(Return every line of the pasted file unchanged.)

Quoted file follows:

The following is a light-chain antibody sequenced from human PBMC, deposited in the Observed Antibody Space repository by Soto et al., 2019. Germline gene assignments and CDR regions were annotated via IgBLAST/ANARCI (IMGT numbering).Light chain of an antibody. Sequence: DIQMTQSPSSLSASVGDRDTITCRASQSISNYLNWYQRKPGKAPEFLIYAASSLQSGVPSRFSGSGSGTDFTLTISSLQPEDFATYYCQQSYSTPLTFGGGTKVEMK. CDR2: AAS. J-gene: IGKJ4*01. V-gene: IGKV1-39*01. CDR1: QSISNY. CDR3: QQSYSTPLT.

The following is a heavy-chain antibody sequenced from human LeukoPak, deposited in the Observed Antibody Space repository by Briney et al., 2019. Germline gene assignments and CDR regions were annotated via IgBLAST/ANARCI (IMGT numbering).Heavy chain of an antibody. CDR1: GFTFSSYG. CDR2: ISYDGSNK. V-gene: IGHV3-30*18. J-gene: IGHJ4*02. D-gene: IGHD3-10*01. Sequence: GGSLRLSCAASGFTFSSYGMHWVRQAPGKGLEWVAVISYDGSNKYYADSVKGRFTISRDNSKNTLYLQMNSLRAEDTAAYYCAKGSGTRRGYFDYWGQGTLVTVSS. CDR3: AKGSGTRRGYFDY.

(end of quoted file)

The following is a light-chain antibody sequenced from human PBMC, deposited in the Observed Antibody Space repository by Soto et al., 2019. Germline gene assignments and CDR regions were annotated via IgBLAST/ANARCI (IMGT numbering).Light chain of an antibody. Sequence: DIQMTQSPSSLSASVGDRDTITCRASQSISNYLNWYQRKPGKAPEFLIYAASSLQSGVPSRFSGSGSGTDFTLTISSLQPEDFATYYCQQSYSTPLTFGGGTKVEMK. CDR2: AAS. J-gene: IGKJ4*01. V-gene: IGKV1-39*01. CDR1: QSISNY. CDR3: QQSYSTPLT.

The following is a heavy-chain antibody sequenced from human LeukoPak, deposited in the Observed Antibody Space repository by Briney et al., 2019. Germline gene assignments and CDR regions were annotated via IgBLAST/ANARCI (IMGT numbering).Heavy chain of an antibody. CDR1: GFTFSSYG. CDR2: ISYDGSNK. V-gene: IGHV3-30*18. J-gene: IGHJ4*02. D-gene: IGHD3-10*01. Sequence: GGSLRLSCAASGFTFSSYGMHWVRQAPGKGLEWVAVISYDGSNKYYADSVKGRFTISRDNSKNTLYLQMNSLRAEDTAAYYCAKGSGTRRGYFDYWGQGTLVTVSS. CDR3: AKGSGTRRGYFDY.